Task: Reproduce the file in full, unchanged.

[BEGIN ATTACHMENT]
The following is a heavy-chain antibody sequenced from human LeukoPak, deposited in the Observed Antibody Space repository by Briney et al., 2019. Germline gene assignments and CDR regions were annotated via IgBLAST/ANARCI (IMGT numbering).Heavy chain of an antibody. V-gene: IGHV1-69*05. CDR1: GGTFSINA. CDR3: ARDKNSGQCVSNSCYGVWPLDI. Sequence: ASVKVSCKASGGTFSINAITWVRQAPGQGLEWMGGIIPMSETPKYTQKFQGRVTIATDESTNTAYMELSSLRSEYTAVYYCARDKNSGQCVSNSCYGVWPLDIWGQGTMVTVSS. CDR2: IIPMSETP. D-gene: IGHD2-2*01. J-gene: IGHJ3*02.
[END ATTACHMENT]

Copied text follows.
The following is a heavy-chain antibody sequenced from human LeukoPak, deposited in the Observed Antibody Space repository by Briney et al., 2019. Germline gene assignments and CDR regions were annotated via IgBLAST/ANARCI (IMGT numbering).Heavy chain of an antibody. V-gene: IGHV1-69*05. CDR1: GGTFSINA. CDR3: ARDKNSGQCVSNSCYGVWPLDI. Sequence: ASVKVSCKASGGTFSINAITWVRQAPGQGLEWMGGIIPMSETPKYTQKFQGRVTIATDESTNTAYMELSSLRSEYTAVYYCARDKNSGQCVSNSCYGVWPLDIWGQGTMVTVSS. CDR2: IIPMSETP. D-gene: IGHD2-2*01. J-gene: IGHJ3*02.